7 Duties for CISOs under FISMA Reform

House Panel OK's Federal Information Security Amendments Act
7 Duties for CISOs under FISMA Reform

A House panel approved and sent to the entire House of Representatives legislation to reform the Federal Information Security Management Act, the 11-year-old law that governs IT security in the federal government.

See Also: New OnDemand: How CISOs Can Ace Cyber Risk Reporting to the Board and the SEC

The bipartisan Federal Information Security Amendments Act of 2013 unanimously passed the House Oversight and Government Reform Committee by a voice vote on March 20. The measure would require federal agencies to continuously monitor their IT systems for cyberthreats and implement regular threat assessments. The legislation, if enacted, would usurp the current FISMA law that heavily relies on a check-list approach to IT security that many people in government contend doesn't truly show how secure agencies' IT systems are [see Is Gov't IT Secure? FISMA Report Can't Tell].

Each agency would be required to designate an official to be chief information security officer under provisions of the bill. An agency's chief information officer could serve simultaneously as CISO; however, the bill would require that information security be the CISO's main focus.

CISO's Responsibilities

According to the bill, the CISO's responsibilities would include:

  1. Overseeing the establishment and maintenance of a security operation that through automated and continuous monitoring can detect, contain and mitigate incidents that impair information security and agency information systems;
  2. Developing, maintaining and overseeing an agencywide information security program;
  3. Developing, maintaining and overseeing information security policies, procedures and control techniques to address all applicable requirements;
  4. Training and overseeing personnel with significant responsibilities for information security;
  5. Assisting senior agency officials on cybersecurity matters;
  6. Ensuring the agency has a sufficient number of trained and security-cleared personnel to assist in complying with federal cybersecurity law and procedures;
  7. Reporting at least annually to agency executives the effectiveness of the agency information security program; information derived from automated and continuous monitoring, including threat assessments; and progress on actions to remediate threats.

The bill would require that CISOs possess the necessary qualifications, including education, training, experience and the security clearance needed to do the job.

Creation of a Federal Information Security Incident Center

If enacted, the bill would create a federal information security incident center to provide timely technical assistance to operators of agency information systems regarding security incidents; compile and analyze information about incidents that threaten information security; inform operators of agency information systems about current and potential information security threats and vulnerabilities; and consult with the National Institute of Standards and Technology, agencies or offices operating or exercising control of national security systems regarding information security incidents and related matters.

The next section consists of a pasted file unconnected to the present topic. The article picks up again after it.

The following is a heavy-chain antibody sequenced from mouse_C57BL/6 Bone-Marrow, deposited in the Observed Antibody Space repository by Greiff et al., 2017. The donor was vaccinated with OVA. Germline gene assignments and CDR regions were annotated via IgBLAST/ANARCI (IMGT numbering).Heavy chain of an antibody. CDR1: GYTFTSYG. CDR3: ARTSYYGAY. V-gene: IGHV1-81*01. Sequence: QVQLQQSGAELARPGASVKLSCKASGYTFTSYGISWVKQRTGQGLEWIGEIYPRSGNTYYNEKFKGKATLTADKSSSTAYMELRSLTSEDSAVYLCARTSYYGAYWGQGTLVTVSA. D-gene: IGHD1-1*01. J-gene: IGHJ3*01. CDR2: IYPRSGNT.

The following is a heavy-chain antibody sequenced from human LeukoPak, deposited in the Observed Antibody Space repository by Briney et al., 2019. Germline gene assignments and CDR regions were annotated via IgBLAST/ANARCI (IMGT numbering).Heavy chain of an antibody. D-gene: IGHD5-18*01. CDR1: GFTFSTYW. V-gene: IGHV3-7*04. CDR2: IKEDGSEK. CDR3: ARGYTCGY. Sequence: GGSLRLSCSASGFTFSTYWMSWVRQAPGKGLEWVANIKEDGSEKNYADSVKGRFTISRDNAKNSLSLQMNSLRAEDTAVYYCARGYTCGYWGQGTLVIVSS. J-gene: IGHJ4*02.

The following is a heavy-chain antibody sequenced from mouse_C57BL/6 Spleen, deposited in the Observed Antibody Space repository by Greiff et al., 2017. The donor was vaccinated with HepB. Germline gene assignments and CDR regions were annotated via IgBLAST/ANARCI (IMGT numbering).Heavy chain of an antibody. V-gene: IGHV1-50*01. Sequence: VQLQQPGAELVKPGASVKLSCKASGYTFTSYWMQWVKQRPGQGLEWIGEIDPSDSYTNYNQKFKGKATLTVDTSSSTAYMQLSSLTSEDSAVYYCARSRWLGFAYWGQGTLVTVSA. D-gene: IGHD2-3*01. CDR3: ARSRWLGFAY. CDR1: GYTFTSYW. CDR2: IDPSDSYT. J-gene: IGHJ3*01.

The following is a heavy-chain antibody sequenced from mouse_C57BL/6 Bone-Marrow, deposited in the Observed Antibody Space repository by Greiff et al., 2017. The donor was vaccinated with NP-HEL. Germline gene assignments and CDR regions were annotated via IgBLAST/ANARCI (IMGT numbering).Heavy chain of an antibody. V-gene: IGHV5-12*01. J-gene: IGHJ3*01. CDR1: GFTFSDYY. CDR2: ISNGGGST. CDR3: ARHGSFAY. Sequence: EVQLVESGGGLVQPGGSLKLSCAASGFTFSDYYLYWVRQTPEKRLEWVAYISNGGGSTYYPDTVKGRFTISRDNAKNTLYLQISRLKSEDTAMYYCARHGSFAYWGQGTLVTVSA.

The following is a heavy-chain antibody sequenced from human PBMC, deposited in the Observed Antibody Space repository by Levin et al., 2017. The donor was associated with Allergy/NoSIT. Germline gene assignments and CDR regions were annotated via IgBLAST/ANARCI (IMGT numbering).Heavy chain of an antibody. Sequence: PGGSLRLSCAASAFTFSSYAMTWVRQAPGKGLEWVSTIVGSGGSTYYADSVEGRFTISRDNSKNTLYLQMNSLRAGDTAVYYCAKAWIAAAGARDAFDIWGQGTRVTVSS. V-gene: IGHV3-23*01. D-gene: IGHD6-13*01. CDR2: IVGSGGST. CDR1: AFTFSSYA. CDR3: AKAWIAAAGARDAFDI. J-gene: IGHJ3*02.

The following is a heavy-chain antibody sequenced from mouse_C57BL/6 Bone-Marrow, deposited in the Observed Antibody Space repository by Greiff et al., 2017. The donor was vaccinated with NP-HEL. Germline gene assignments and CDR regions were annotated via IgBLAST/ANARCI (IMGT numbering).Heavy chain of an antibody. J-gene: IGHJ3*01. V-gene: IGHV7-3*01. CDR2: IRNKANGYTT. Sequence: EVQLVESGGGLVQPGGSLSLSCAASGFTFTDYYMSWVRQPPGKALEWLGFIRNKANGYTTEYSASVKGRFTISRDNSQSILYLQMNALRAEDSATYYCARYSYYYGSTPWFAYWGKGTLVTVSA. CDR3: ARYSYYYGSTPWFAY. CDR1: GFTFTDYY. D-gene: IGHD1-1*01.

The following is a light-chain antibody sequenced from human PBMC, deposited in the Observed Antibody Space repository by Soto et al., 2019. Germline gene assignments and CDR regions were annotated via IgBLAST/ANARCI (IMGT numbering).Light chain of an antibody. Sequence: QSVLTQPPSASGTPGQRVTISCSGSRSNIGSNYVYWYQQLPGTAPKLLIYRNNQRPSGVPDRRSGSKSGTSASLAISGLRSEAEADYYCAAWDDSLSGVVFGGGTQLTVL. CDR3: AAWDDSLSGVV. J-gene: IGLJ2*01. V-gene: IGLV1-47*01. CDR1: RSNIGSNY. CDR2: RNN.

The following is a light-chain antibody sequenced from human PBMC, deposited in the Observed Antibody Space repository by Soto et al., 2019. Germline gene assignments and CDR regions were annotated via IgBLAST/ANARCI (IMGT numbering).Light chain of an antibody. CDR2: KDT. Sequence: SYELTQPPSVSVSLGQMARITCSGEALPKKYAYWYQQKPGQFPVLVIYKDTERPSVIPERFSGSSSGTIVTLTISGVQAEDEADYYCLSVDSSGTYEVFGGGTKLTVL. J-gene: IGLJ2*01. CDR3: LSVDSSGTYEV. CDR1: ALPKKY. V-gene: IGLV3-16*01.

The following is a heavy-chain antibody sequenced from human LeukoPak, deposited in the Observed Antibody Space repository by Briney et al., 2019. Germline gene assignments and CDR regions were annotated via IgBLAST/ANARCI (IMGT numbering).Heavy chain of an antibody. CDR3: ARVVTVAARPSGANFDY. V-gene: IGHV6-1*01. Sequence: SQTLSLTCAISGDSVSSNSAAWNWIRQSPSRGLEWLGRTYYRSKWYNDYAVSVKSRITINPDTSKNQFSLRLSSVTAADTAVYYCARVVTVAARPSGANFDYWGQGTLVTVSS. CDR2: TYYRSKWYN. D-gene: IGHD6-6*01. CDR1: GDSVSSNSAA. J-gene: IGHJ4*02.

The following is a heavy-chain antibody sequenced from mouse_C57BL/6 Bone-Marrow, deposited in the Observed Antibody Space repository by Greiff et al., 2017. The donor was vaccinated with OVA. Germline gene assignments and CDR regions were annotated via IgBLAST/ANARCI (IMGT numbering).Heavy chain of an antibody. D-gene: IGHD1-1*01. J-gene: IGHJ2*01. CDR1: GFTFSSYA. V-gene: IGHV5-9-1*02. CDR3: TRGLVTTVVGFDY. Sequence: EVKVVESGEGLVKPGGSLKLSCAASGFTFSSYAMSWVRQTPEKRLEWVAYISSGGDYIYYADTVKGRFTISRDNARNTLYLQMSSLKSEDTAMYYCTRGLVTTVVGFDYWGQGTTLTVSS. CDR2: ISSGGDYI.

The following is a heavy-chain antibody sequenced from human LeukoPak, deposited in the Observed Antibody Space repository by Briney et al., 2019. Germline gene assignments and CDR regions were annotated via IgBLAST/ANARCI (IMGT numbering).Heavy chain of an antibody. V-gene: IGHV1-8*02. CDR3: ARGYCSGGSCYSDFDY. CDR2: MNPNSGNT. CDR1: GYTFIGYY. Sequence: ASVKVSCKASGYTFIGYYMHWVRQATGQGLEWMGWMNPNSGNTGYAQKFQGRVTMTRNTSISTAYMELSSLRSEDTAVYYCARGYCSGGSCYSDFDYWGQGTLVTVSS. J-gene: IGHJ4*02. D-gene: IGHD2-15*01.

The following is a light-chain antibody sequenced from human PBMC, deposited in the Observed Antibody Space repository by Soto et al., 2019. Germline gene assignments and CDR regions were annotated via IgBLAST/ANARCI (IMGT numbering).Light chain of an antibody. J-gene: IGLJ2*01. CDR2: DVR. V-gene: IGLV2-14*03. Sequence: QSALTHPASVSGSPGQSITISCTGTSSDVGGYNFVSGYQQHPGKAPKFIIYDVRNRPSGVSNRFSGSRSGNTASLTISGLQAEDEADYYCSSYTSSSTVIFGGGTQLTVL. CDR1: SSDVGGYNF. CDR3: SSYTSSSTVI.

The legislation also would give the director of the White House Office of Management and Budget the authority to oversee the development and implementation of policies, principles, standards and guidelines on information security as well as oversee the operations of a federal information security incident center.

The Obama administration has been shifting much of the responsibility of overseeing civilian agency IT security to the Department of Homeland Security. This bill does not grant any additional authorities to DHS, although it would not preclude OMB to do just that as long as the OMB director retains final authority.

Sen. Tom Carper, the Delaware Democrat who chairs the Senate Homeland Security and Governmental Affairs Committee, has promised that his panel will draft a FISMA reform measure, but it is unclear whether it would be in the form of a standalone bill or part of a more comprehensive cybersecurity legislative package.

About the Author

Eric Chabrow

Eric Chabrow

Retired Executive Editor, GovInfoSecurity

Chabrow, who retired at the end of 2017, hosted and produced the semi-weekly podcast ISMG Security Report and oversaw ISMG's GovInfoSecurity and InfoRiskToday. He's a veteran multimedia journalist who has covered information technology, government and business.

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